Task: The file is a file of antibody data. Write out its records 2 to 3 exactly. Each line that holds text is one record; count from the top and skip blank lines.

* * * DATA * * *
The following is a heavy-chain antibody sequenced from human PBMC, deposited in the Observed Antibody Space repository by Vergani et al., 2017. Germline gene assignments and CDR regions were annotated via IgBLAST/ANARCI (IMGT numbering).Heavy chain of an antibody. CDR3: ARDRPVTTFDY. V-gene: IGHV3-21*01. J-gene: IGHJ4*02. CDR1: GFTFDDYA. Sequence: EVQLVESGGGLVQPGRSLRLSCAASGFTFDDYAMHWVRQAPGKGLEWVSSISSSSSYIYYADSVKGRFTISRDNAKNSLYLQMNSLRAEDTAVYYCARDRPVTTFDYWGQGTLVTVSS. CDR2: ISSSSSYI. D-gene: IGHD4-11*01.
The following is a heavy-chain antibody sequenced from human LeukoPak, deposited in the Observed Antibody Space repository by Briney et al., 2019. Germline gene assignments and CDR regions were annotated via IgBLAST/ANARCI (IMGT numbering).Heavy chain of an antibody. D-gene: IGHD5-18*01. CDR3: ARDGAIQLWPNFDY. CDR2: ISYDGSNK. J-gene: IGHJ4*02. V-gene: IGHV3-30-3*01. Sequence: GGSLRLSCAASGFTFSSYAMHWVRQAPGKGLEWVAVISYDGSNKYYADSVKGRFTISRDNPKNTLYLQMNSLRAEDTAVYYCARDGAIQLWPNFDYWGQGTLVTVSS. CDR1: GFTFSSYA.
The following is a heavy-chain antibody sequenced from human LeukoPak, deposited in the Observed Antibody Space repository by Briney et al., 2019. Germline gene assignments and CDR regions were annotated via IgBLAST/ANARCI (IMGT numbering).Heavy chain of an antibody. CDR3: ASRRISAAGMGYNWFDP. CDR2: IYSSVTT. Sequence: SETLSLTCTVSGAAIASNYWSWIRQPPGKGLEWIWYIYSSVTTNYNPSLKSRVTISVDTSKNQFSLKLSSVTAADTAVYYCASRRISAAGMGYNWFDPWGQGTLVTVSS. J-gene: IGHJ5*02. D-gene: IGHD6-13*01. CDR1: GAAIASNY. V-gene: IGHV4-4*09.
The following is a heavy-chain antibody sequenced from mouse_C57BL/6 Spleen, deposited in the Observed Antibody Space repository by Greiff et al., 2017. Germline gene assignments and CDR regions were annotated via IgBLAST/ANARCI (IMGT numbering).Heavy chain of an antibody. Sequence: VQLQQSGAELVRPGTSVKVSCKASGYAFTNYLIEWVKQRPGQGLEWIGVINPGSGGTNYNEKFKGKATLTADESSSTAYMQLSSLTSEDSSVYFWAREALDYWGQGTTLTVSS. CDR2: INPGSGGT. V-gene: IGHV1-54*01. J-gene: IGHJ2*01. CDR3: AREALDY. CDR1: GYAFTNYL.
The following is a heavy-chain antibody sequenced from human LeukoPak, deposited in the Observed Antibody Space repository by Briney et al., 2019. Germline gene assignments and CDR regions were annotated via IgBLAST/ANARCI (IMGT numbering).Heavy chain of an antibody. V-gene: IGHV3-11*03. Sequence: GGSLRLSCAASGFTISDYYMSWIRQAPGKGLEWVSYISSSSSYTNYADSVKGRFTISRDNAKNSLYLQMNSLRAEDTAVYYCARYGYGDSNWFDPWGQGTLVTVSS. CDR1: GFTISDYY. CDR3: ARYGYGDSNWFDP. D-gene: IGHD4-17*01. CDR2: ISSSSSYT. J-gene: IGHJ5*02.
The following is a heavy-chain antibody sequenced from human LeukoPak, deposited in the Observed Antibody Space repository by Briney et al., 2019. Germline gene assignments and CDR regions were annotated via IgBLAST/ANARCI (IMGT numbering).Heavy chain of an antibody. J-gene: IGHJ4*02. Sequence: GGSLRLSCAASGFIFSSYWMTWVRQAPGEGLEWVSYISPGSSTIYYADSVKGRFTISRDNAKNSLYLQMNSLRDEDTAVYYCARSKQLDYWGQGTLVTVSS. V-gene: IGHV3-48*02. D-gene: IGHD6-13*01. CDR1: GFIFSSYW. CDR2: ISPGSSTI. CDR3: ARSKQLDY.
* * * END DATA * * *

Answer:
The following is a heavy-chain antibody sequenced from human LeukoPak, deposited in the Observed Antibody Space repository by Briney et al., 2019. Germline gene assignments and CDR regions were annotated via IgBLAST/ANARCI (IMGT numbering).Heavy chain of an antibody. D-gene: IGHD5-18*01. CDR3: ARDGAIQLWPNFDY. CDR2: ISYDGSNK. J-gene: IGHJ4*02. V-gene: IGHV3-30-3*01. Sequence: GGSLRLSCAASGFTFSSYAMHWVRQAPGKGLEWVAVISYDGSNKYYADSVKGRFTISRDNPKNTLYLQMNSLRAEDTAVYYCARDGAIQLWPNFDYWGQGTLVTVSS. CDR1: GFTFSSYA.
The following is a heavy-chain antibody sequenced from human LeukoPak, deposited in the Observed Antibody Space repository by Briney et al., 2019. Germline gene assignments and CDR regions were annotated via IgBLAST/ANARCI (IMGT numbering).Heavy chain of an antibody. CDR3: ASRRISAAGMGYNWFDP. CDR2: IYSSVTT. Sequence: SETLSLTCTVSGAAIASNYWSWIRQPPGKGLEWIWYIYSSVTTNYNPSLKSRVTISVDTSKNQFSLKLSSVTAADTAVYYCASRRISAAGMGYNWFDPWGQGTLVTVSS. J-gene: IGHJ5*02. D-gene: IGHD6-13*01. CDR1: GAAIASNY. V-gene: IGHV4-4*09.